Young American Jews, in particular, wrestle with Zionism, which in the 21st century has become a source of debate, controversy, embarrassment and guilt as they try to come to terms with the activities of the Jewish state and its elected officials. Consequently, many seek to detach themselves from what used to embody the core of modern Jewish identity.

Historically, from the pre-state era through the aftermath of the 1967 Six-Day War, there was an appreciation of Israel—not only as the fulfillment of the ancient longing for return, but also as a safe haven. In the aftermath of the Holocaust, the threat of annihilation was understood to be real. Zionism was viewed as part and parcel of American Jewish identity, especially in the years leading up to 1967. There was no contradiction between being a liberal American and a Jew.

Supreme Court Justice Louis Brandeis expressed this well:

“Let no American imagine that Zionism is inconsistent with patriotism … There is no inconsistency between loyalty to America and loyalty to Jewry. The Jewish spirit, the product of our religion and experiences, is essentially modern and essentially American … Indeed, loyalty to America demands rather that each American Jew become a Zionist. For only through the ennobling effect of its striving can we develop the best that is in us and give to this country the full benefit of our great inheritance.”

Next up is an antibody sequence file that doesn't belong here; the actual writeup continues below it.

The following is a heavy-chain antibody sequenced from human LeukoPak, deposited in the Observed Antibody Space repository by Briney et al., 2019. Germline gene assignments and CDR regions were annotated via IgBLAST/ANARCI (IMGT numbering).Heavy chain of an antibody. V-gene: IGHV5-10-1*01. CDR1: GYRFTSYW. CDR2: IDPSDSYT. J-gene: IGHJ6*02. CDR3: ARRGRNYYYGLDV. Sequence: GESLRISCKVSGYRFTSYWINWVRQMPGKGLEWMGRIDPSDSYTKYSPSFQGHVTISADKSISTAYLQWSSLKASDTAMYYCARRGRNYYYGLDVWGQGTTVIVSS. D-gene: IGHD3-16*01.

Today, in contrast to Brandeis, the ideology of liberal groups is more Marxist than democratic, aiming for “equity” rather than equality. So in Marx’s footsteps, they create social revolutions through identity politics and do their best to undermine the American value structure. So far, this effort has been unsuccessful, given that the United States is still grounded in nationalistic anchors that are absent in Europe.

But sturdier Zionist anchors are needed within the Jewish community to overcome self-reproach over Israel’s existence. Collective historical memory is lacking from today’s discourse on Zionism, especially in America. While there are Zionists on the left and right who still appreciate Jewish history and believe in Jewish destiny, Zionist renewal outside Zion is needed.

Asaf Romirowsky is executive director of Scholars for Peace in the Middle East (SPME), a senior non-resident fellow at the BESA Center and a Fellow at the Middle East Forum.

This article was first published by the Begin-Sadat Center for Strategic Studies.

The opinions and facts presented in this article are those of the author, and neither JNS nor its partners assume any responsibility for them.